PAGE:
Technical Assistance

Technical Assistance

External Relations Department
International Monetary Fund, Washington, D.C. 20431 U.S.A.

The increased attention being placed on the promotion of better governance, and on creating or maintaining conditions for sustainable and equitable growth, highlights the need to pay greater attention to strengthening governments’ human resource and institutional capacities for effective economic management. Member countries and the IMF believe that the timely provision of effective technical assistance can help support the reform process and bolster a country’s commitment to adjustment and reform.

In 1964, in response to requests from a number of newly independent African and Asian nations that sought help in establishing their own central banks and ministries of finance, the IMF began to extend technical assistance to its member countries. By the end of the decade, the IMF’s technical assistance work had grown rapidly, to almost 70 person-years in 1970. By the mid-1980s, the staffing resources devoted to technical assistance had nearly doubled, and by the end of the 1980s the emphasis had moved from long-term to short-term expert assignments, advisory missions, and training seminars. By 1990, the large number of countries seeking to move from command to market-oriented economies placed additional demands on the IMF’s capacity to provide technical assistance. In addition, in recent years, the IMF has mounted significant coordinated efforts to provide prompt policy and operational advice to countries that have had to re-establish governmental institutions following severe civil unrest. Today, the IMF provides approximately 300 person-years of technical assistance to its member countries.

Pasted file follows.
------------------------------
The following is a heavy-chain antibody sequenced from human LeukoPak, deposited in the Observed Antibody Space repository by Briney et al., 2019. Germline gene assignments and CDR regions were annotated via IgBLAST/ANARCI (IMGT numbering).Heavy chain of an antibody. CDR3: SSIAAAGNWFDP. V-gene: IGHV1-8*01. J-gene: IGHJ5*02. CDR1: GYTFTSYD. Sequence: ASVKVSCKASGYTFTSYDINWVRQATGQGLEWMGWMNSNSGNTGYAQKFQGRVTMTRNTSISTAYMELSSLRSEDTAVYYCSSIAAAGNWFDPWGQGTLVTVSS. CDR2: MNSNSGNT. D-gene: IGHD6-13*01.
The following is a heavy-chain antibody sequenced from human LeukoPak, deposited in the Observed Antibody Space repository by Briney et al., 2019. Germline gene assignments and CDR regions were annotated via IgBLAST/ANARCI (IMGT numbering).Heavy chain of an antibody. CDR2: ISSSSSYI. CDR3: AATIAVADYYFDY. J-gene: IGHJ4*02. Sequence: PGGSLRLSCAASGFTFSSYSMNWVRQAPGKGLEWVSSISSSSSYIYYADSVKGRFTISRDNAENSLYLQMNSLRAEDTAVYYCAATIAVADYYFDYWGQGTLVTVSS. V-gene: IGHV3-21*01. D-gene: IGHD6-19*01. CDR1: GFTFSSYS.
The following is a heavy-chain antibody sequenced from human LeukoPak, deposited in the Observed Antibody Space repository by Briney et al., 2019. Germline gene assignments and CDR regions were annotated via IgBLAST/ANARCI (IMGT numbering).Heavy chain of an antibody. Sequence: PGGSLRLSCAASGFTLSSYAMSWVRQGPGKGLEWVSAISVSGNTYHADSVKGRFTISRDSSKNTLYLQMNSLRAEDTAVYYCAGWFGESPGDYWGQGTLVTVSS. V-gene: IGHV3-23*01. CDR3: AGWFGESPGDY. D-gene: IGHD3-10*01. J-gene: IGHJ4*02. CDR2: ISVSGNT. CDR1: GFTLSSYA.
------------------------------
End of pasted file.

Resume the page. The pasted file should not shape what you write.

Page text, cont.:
Types of Technical Assistance
The IMF provides technical assistance in three broad areas; (a) design and implementation of fiscal and monetary policies; (b) institution building, such as the development of central banks, treasuries, tax and customs departments, and statistical services; and (c) drafting and review of economic and financial legislation.

The IMF also attaches great importance to the training of officials through specially designed courses at its headquarters in Washington, the Joint Vienna Institute, the Singapore Training Institute, and at other regional or subregional locations. Technical assistance missions and expert assignments provide countries with advice and hands-on support to help resolve monetary, fiscal, and statistical problems that often lie at the heart of macroeconomic imbalances.

In recent years, technical assistance projects have grown both larger and more complex as time horizons have lengthened, and multiple sources of financing have often been needed to underwrite costs. Large projects now commonly involve more than one IMF department and more than one donor.

Setting Priorities